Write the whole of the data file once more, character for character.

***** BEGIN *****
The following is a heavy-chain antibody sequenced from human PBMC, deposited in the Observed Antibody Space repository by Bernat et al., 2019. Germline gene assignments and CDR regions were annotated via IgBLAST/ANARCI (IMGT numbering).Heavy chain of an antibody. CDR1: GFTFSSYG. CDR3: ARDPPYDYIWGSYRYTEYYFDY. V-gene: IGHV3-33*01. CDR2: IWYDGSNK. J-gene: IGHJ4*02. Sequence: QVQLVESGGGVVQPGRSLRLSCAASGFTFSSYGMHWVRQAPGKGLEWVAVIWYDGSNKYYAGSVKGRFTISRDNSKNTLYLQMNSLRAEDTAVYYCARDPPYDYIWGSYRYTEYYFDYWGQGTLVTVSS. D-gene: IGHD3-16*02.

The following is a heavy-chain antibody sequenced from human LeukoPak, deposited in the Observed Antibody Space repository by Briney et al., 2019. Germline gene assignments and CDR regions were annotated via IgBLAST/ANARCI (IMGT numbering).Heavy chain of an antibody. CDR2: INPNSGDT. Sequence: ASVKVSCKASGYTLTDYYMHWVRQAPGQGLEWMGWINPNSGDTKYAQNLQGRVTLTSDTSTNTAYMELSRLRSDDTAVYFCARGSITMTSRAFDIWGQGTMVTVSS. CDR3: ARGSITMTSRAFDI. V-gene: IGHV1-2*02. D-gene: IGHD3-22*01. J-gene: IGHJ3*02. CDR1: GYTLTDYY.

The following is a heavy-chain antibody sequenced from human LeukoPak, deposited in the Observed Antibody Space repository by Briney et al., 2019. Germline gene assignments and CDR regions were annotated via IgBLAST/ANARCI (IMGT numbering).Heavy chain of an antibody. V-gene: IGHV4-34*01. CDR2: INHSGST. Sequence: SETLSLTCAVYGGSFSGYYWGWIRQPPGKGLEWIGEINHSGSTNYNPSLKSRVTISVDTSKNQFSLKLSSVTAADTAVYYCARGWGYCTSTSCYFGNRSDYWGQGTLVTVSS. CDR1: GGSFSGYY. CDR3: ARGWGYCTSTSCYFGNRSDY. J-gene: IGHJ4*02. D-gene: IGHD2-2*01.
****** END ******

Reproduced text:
The following is a heavy-chain antibody sequenced from human PBMC, deposited in the Observed Antibody Space repository by Bernat et al., 2019. Germline gene assignments and CDR regions were annotated via IgBLAST/ANARCI (IMGT numbering).Heavy chain of an antibody. CDR1: GFTFSSYG. CDR3: ARDPPYDYIWGSYRYTEYYFDY. V-gene: IGHV3-33*01. CDR2: IWYDGSNK. J-gene: IGHJ4*02. Sequence: QVQLVESGGGVVQPGRSLRLSCAASGFTFSSYGMHWVRQAPGKGLEWVAVIWYDGSNKYYAGSVKGRFTISRDNSKNTLYLQMNSLRAEDTAVYYCARDPPYDYIWGSYRYTEYYFDYWGQGTLVTVSS. D-gene: IGHD3-16*02.

The following is a heavy-chain antibody sequenced from human LeukoPak, deposited in the Observed Antibody Space repository by Briney et al., 2019. Germline gene assignments and CDR regions were annotated via IgBLAST/ANARCI (IMGT numbering).Heavy chain of an antibody. CDR2: INPNSGDT. Sequence: ASVKVSCKASGYTLTDYYMHWVRQAPGQGLEWMGWINPNSGDTKYAQNLQGRVTLTSDTSTNTAYMELSRLRSDDTAVYFCARGSITMTSRAFDIWGQGTMVTVSS. CDR3: ARGSITMTSRAFDI. V-gene: IGHV1-2*02. D-gene: IGHD3-22*01. J-gene: IGHJ3*02. CDR1: GYTLTDYY.

The following is a heavy-chain antibody sequenced from human LeukoPak, deposited in the Observed Antibody Space repository by Briney et al., 2019. Germline gene assignments and CDR regions were annotated via IgBLAST/ANARCI (IMGT numbering).Heavy chain of an antibody. V-gene: IGHV4-34*01. CDR2: INHSGST. Sequence: SETLSLTCAVYGGSFSGYYWGWIRQPPGKGLEWIGEINHSGSTNYNPSLKSRVTISVDTSKNQFSLKLSSVTAADTAVYYCARGWGYCTSTSCYFGNRSDYWGQGTLVTVSS. CDR1: GGSFSGYY. CDR3: ARGWGYCTSTSCYFGNRSDY. J-gene: IGHJ4*02. D-gene: IGHD2-2*01.